Nevada Protective Orders Laws

Protective orders, also called "restraining orders" are court orders that prohibit a specific person from getting within a certain distance of another person for a specified period of time. Protective orders are typically issued in protection of a battered spouse or domestic violence victim. Nevada protective orders stay in effect until the next court hearing (such as a domestic violence arraignment, for example).

Key information about Nevada's protective orders law is listed below. See Details on State Protective Order Laws to learn more.

Code Section 33.017, et seq.
Activity Addressed by Order Enjoin contact; exclude from dwelling, school, or employment; regarding minors: temporary custody, visitations
Duration of Order Temporary order: maximum 30 days or until hearing. Extended order: 1 year
Penalty for a Violation of Order Misdemeanor or maximum penalty prescribed by law. If violation by violent physical act: fine $1,000 or community service 200 hours; jail, minimum 5 days, maximum 6 months; attorney and medical costs; counseling
Who May Apply for Order Spouse, former spouse, blood or marital relative, parent of one's child, dating relation, minor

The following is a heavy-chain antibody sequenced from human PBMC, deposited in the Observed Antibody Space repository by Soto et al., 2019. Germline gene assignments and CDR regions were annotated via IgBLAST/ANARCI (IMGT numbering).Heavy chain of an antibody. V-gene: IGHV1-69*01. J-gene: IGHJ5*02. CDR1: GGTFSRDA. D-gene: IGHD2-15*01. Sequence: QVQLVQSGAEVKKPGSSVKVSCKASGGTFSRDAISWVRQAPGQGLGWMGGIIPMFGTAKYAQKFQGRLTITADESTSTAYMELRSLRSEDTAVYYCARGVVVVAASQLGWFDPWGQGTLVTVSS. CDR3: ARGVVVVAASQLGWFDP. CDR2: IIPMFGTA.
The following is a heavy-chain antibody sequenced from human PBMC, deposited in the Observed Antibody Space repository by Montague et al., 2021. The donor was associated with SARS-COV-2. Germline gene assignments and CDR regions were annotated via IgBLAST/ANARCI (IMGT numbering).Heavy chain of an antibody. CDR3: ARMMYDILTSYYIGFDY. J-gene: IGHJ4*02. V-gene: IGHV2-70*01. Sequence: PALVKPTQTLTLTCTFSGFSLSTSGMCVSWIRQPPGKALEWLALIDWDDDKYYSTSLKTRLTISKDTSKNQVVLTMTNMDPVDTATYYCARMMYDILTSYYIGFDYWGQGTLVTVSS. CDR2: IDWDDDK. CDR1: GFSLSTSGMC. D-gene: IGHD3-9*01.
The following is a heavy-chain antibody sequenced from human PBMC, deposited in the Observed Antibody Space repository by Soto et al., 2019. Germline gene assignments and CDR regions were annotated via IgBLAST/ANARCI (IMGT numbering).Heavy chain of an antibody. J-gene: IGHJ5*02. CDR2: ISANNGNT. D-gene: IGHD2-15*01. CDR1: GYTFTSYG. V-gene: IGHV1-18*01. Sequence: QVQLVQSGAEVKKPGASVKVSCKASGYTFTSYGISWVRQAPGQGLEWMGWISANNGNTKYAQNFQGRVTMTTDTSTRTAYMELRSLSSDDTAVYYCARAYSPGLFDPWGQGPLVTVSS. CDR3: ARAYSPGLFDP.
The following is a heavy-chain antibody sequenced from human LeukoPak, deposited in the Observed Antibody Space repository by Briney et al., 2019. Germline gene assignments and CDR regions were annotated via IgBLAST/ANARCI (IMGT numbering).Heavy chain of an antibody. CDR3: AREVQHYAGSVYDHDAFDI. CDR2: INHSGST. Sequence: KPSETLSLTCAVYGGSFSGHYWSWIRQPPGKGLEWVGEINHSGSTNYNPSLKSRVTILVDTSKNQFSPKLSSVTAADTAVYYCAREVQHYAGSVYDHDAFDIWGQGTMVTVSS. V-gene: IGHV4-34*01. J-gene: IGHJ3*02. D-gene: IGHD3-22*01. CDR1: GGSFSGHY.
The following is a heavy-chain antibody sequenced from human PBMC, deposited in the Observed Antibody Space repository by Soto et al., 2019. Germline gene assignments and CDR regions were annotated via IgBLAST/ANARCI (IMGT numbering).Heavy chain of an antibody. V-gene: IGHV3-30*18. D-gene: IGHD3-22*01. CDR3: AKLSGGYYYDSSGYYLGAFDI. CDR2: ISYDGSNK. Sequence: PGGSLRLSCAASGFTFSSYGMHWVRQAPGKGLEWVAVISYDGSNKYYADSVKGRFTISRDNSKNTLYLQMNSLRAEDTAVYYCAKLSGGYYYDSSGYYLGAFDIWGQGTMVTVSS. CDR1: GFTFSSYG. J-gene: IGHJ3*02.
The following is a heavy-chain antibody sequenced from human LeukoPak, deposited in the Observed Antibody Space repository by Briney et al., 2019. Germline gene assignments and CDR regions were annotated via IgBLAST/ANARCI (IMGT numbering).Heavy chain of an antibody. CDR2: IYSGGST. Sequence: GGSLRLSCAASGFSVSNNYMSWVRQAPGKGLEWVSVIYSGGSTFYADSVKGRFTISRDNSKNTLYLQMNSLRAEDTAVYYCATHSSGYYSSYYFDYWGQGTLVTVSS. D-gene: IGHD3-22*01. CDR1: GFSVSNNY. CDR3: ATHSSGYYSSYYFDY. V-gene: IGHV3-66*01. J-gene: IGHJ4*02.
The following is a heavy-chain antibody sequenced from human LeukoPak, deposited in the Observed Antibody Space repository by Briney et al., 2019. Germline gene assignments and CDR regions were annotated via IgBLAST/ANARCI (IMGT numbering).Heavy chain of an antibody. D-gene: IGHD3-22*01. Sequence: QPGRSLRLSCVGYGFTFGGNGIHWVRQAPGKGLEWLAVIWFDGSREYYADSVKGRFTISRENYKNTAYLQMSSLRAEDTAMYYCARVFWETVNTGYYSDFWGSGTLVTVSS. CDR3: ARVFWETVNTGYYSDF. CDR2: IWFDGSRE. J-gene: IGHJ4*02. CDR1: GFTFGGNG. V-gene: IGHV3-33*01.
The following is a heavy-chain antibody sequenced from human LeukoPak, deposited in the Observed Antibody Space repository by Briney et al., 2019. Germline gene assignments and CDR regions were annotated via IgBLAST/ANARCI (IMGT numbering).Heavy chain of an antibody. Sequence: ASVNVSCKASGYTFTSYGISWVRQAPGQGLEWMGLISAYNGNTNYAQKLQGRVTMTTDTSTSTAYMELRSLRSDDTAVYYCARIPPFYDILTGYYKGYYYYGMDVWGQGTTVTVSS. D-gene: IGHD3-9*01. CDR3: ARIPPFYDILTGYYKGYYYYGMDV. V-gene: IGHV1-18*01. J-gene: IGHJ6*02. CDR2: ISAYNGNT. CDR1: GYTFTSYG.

Can Fees Be Waived? Court assesses against respondent at final disposition and can reduce or waive them
Order Transmission to Law Enforcement Copy by end of next business day to appropriate law enforcement agency with jurisdiction over residence, school, child care facility, or place of employment
Civil Liability for Violation of Order Yes, contempt of court

Types of Protective Orders

Prohibiting Contact

Some protective orders prohibit contact between people. This is common in cases of domestic violence. An abusive spouse or former spouse may be ordered to stay away from the other spouse or former spouse, or their children, if child abuse is involved.

Excluding From Dwelling, School, Employment

In some situations, contact may be necessary between an alleged abuser and a victim. In this case, an order preventing the alleged abuser from visiting the victim's home, school, or place of employment. This will give the victim their privacy, but may give the opportunity for contact in public spaces.

Possessing a Firearm

If there is a strong history of violence between the abuser and victim, and especially if the abuser has threatened the victim's life, the court may prohibit the abuser from owning or possessing a firearm.

Penalties for Violating a Protective Order

Violating a restraining order can come with many different penalties. Every restraining order violation will put the violator in contempt of court. This is a crime punishable by jail time as well as fines. For a second or subsequent violation of a domestic violence restraining order, the minimum jail time is thirty days.

Getting Legal Help

If you would like to know more about protective orders, and if you would like help getting a protective order against someone, there are many attorneys throughout Nevada with experience in domestic violence laws who may be able to help. In addition to knowing the law surrounding domestic violence, these attorneys may be able to help you take advantage of other services available to domestic violence victims, like temporary housing.

Next Steps: Search for a Local Attorney

Contact a qualified attorney.